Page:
IJN Akitsushima

Imperial Japanese Navy, protected cruiser (1890-1923)

IJN Akistushima was the first Japanese-built, British-designed cruiser, with elements of USS Baltimore. Her design was prepared by superstar British engineer Whilliam White. She took part in the battle of yalu 1894, sinking her opponent Kuang Chi and also in 1905 to the Russo-Japanese war, and later to WWI. She was removed from service in 1923, but was the first significant Japanese-built warhip ever, inaugurating the brand new Yokohama naval yard.

Design of the Akistushima

Origin and development

Doubts about the “Jeune Ecole” (1889)

Akitsushima (秋津洲) had a very ancient name chosen by the Imperial Japanese Navy staff, to inaugurate the Yokosuka Naval Arsenal in Japan. The name is an archaic from for “Japan”, as used in the ancient chronicle Kojiki. She was the only cruiser included for the 1889 fiscal year budget. Technically, this was before the Sino-Japanese war of 1894, so at the time, a great deal of confidence was given to French design and the work of L.E. Bertin, which also created the Yokohama Arsenal, Japan’s first naval academy, elaborated the logistics and armament arsenals, and the coastal defence. So she was originally planned as a fourth vessel of the Matsushima class under the Jeune École philosophy, following IJN Hashidate, the third and first built at Yokosuka. However, as the drawings were complete and keel already laid down, internal opposition by the pro-British faction in the navy started to make its way into high circles. In addition, some in the navy already had serious doubts about the effectiveness and operational utility of the Matsushima class (as a reminder, they had a unique massive Canet main gun aft).

Project restart (1890)

Eventually concerns, possibly fuelled by the British naval attaché, reach a consensus not to repeat the later design. There were proposals for a new protected cruiser with multiple guns, more conventional, which on its blank page look as a British-designed USS Baltimore. Bertin was still there at the time and felt outraged by this change of attitude, threatening to return to France. The same year, notably due to past French support of the Tokugawa bakufu, his position was later made untenable as the pro-German and pro-British factions won support of the Emperor. He departed Japan in 1890, and the new design proceeded with a commission sent to Britain to finalize the design with Britain’s most reputed naval architect of the time, Sir William White.
The latter completed a design that looked a modified Baltimore class cruiser (tall hull, two funnels, low masts), and White proposed a British artillery, a mix of Vickers fast-firing 6-in and 4.7-in guns. The project was accepted and as the keel was already laid down in Yokosuka by March 1890, and the hull already partly built, the singe aft barbette partially started was removed entirely and the construction went on with the new design.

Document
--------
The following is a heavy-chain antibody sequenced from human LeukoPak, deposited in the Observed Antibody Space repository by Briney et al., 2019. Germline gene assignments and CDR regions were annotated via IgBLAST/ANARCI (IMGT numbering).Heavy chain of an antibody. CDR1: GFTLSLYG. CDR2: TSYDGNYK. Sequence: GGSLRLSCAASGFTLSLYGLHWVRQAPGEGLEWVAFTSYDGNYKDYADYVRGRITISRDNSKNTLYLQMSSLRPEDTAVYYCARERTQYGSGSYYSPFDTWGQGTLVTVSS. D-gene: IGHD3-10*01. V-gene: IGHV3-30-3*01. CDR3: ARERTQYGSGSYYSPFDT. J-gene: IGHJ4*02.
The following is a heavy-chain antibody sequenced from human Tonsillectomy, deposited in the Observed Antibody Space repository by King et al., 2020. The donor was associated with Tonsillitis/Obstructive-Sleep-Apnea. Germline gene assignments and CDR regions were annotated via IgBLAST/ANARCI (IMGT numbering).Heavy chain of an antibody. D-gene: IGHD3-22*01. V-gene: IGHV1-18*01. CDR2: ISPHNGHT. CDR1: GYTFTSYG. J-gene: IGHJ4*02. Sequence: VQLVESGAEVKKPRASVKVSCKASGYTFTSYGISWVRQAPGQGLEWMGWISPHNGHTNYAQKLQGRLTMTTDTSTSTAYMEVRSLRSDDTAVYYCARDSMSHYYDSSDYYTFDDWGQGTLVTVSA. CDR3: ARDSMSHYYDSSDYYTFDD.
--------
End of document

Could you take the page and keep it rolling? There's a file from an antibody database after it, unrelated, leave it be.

Because of this late change of design, many plans had to be redrawn causing delays. IJN Akitsushima was eventually launched on 6 July 1892, so almost 2.5 years afterwards. Although most of the hull recalled the former design, the aft part was now at the same height, making for a “flush deck” appearance. Guns were placed in sponsons and in axial positions fore and aft, completed by military masts and light artillery. Completion was made on 31 March 1894, so four years after its start.

Hull and general design

IJN Akitsushima, src naval-history.mil
The hull was based closely on that of the Matsushima class, namely Hashidate. She retained her same double-bottom hull construction, 12 water-tight compartments, same machinery. And she was the last ship in Japan built of imported steel. All the next will be made with Japanese steel (From Mitsubishi). Akitsushima was 92.11 metres (302.2 ft) long, 13.1 metres (43 ft) wide, with a draught of 5.32 metres (17.5 ft).

Armour protection layout

As a protected cruiser, she was limited to an armoured deck, 75 mm (3 in) on the slopes 38mm (2-in) for the flat section, a thickness artificially increased on the slopes to 100+ mm (4 in). The hull was subdivided into 12 watertight compartments, separated by bulkheads. Other than that, there were gun shield 115 mm (5 in) thick. But no conning tower. All was made in US Harvey steel, hence the connection to USS Baltimore, both in shape and because of her constuction.


Akitsushima was powered by two horizontal triple-expansion steam engines on two shafts. They were fed by six cylindrical boilers. The twin screws were three-bladed. Output was 8,400 ihp (6,300 kW). For autonomy she had 800 tons coal and was capable of 19 knots (22 mph; 35 km/h) at full speed. Her range is unknow though, but was probably close to the Matsuhima class (also unknown). She was however not a good steamer.


Armament was initially revised like Chiyoda: Four QF 6 in/40 (9,100 metres or 10,000 yd) 5-7 rounds per minute. They were to be placed in three pairs on sponsons on the upper deck, two on the bow, two at the stern. Some however thought this main battery was too light. It was argued that six rapid firing QF 4.7 inch guns in addition (range of 4,000 metres or 4,400 yd) with 12 rounds per minute woold be a nice complement. They ended in sponsons on the upper deck, in three pairs between the foremast and mainmast, forecastle and poop. To deal with torpedo boats, ten QF 3 pounder Hotchkiss guns were added and two quadruple 1-inch Nordenfelt guns. The complement was four 356 mm (14 in) torpedo tubes. With all these additions, Akitsushima became top-heavy, and thus had as a result poor stability and poor sea-keeping despite the tall hull. She rolled heavily and generated a lot of water spray, ending as a unstable artillery platform.

⚙ specifications

Displacement 3100t, 3150t
Dimensions 91.7 pp 92.0 wl x 13.1 x 5.32m